Medical examiners confirmed that the human remains found by authorities on Tuesday were that of former Los Angeles Police Department officer Christopher Dorner, according to CNN.
The positive identification of Dorner’s body came two days after a deadly shootout between Dorner and authorities, followed by a fire in the Big Bear cabin where Dorner’s remains were found. Dorner’s dental records were used to confirm his identity.
The 11-day manhunt for Dorner concluded with a total of four deaths, beginning with the double homicide of former Dept. of Public Safety officer Keith Lawrence and his fiancee, Monica Quan. The couple’s bodies were discovered in a parked car near their Irvine home. Quan was the daughter of LAPD Capt. Randal Quan, Dorner’s police union representative who represented him prior to his dismissal from the LAPD.
Dorner was also the primary suspect in the murder of Riverside police officer Michael Crain, who was killed on Feb. 7 in an ambush allegedly by Dorner. Crain’s partner was injured in the ambush.
Dorner’s final victim was San Bernardino Sheriff’s Deputy Jeremiah MacKay, who was killed in the final shootout between Dorner and police on Feb. 12. A second deputy was injured in the shootout, but is expected to survive his injuries. In total, three people were wounded.
The cause for Dorner’s rage appears to be explained in his 14-page online manifesto, in which he cited his dismissal from the LAPD and the lack of improvement within the department toward since the 1992 Los Angeles riots as reasons for his attacks. In 2009, Dorner was fired for falsely accusing his training officer of kicking a subdued suspect. Though Dorner challenged the dismissal, he was ultimately unsuccessful.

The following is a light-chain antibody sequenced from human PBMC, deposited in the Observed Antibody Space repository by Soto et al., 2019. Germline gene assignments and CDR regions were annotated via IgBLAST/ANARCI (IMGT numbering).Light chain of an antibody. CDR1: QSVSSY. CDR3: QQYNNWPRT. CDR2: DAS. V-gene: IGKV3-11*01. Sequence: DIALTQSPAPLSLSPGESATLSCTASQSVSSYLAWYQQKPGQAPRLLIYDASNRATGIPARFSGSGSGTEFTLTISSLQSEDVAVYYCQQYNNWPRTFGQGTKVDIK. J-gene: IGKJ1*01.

Dorner dedicated most of his manifesto to the issue of race, noting various instances throughout his upbringing and his time in the LAPD that contributed to his 40-person hit list. Quan’s father was named in the manifesto, as well as numerous other members of the LAPD.
In response to the manifesto, LAPD Chief Charlie Beck announced on Feb. 9 that the LAPD would re-examine the details leading to Dorner’s termination from the department.
During the LAPD’s pursuit of Dorner, the city of Los Angeles issued a $1 million reward for information leading to his capture. Twenty-nine donors contributed to the reward, including USC President C. L. Max Nikias. What is going to be done with the reward is still under debate.
“More than 20 jurisdictions and entities are involved in this reward, so all of them will be coming together to collectively determine whether any individual or individuals qualify for it,” Mayor Antonio Villaraigosa and Beck said in a joint statement. “Our personal hope is that the reward will be distributed, but we must follow the rules and respect the procedures of each entity.”